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Bunnies for Adoption

$100 (Negotiable)

1712 Parkway Drive North, Maumee, OH, USA

5200 Woodward Ave, Detroit, MI 48202, USA

$60 (Negotiable)
$0 (Negotiable)

7323 Huntington Square Ln, Citrus Height...


417 Bon Air Ave, Baltimore, MD 21225, USA


408 Bon Air Ave, Baltimore, MD 21225, USA


Hedenkamp Elementary School, East Paloma...


870 US-130, Burlington, NJ 08016, USA


123 Planterra Way, Peachtree City, GA 30...

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Bunnies for Adoption: An Ideal Pet with Special Needs

Soft, small, and quiet, bunnies seem like the optimal pet. Furthermore, you can adopt a bunny many times without incurring a lot of costs. However, rabbits are not as adaptable to moving into your home as a dog and cat. While they can make amazing pets for children and adults, alike, rabbits require specialized care and suitable habitats to be happy and healthy pets.

Rabbits for Adoption Near Me


Rabbits are generally small pets, but the breeds as a whole fit into four size categories.

  • Small – two to six pounds
  • Medium – six to nine pounds
  • Large – nine to eleven pounds
  • Giant – over 12 pounds

Most rabbits are between 10 and 20 inches long. They have a dual coat of soft fur. They also have long, powerful hind limbs responsible for a hopping gait and a top speed of 35 to 45 miles per hour. The characteristic that distinguishes rabbits from rodents is the set of four upper incisors, one pair growing behind the other. Rodents only have two upper incisor teeth. Rabbits tend to have long upright ears, although they flop in some breeds by intention. Domesticated rabbits have developed colors way beyond the agouti coat and brown eyes of wild bunnies. There are more than 20 colors and variations possible in pet rabbits as of the 2020s.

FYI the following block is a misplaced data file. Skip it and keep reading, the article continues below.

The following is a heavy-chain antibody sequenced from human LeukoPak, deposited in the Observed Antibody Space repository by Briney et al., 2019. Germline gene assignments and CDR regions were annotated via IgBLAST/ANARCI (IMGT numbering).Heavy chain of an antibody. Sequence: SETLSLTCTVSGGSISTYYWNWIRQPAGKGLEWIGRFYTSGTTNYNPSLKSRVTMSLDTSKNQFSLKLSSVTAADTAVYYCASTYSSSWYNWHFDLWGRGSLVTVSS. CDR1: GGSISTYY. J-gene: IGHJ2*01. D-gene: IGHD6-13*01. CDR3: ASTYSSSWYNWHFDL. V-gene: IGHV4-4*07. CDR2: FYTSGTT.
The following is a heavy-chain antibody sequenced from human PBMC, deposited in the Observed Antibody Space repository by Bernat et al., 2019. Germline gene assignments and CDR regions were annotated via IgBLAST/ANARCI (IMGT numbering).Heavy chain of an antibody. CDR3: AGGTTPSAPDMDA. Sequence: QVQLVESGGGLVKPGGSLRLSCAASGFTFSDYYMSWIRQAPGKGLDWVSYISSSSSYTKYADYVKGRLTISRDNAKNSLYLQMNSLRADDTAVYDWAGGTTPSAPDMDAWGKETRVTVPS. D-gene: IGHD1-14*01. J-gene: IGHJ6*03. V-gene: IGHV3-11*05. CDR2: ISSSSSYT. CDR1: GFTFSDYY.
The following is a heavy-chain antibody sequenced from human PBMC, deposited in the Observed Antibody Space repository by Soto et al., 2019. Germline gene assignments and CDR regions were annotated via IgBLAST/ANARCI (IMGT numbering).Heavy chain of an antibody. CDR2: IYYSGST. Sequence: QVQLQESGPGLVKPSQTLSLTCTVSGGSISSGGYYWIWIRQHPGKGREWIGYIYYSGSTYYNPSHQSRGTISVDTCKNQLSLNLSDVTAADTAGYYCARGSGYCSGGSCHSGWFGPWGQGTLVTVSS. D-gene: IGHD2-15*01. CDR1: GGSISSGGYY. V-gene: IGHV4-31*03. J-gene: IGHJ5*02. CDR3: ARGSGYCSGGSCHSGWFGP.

• White – solid, points, or with spots
  • Tortoiseshell
  • Red
  • Brown
  • Sable
  • Blue
  • Cream
  • Black


Rabbits come in a variety of sizes and shapes. Although you cannot always be as choosy about your rabbit’s type as if you were buying one through a breeder, there are still plenty of opportunities to be selective. The most popular breeds tend to also be great for kids.

  • Lops have long floppy ears – Holland, English, American Fuzzy, or French
  • Flemish Giant – laid-back and calm, 16 pounds or heavier
  • Continental Giant – largest rabbit breed (18 to 22 pounds); crave human interaction
  • American Rabbit – in-demand but rare; 10 to 12 pounds; pleasant
  • Beveren – energetic, curious, but docile; 12 pounds
  • Dutch – white and a second color combo; compact, 4 pounds; fun to show
  • Californian – 10 to 12 pounds; white with colored points (nose, ears, and feet)
  • Mini Rex – not always as docile as other breeds; velvety; 4.5 pounds
  • Lionhead – just under 4 pounds; characteristic mane of longer hair around the neck; charming personality

Also common among bunnies for adoption are mixed breeds. Another breed designation you will frequently see is the bunny rabbit. However, this is a generic term rather than a specific breed. Chances are the exact breed is mixed or not known for certain.

What to Look for in Pet Bunnies

When you find “bunnies for adoption near me,” look for the same qualities you would for any other potential pet.

  • Rabbits have characteristically luxurious fur with a healthy sheen – hair loss in a red flag; naked babies are way too young to go home with you
  • Bright and alert
  • Active – rabbits do not have much downtime, especially in the presence of visitors
  • Should appear well-fed; not all rabbit breeds look plump, but a prospective bunny should not look underweight
  • Only choose a rabbit from a litter where all kits look healthy
  • Pick from well-socialized bunnies – these make the best pets; a delay in handling baby rabbits will lead to adults that are never very comfortable with people

Rabbit Care

Bunnies for free require the same amenities as those you purchase at a premium. By the time all is said and done, your bunny may not seem so free.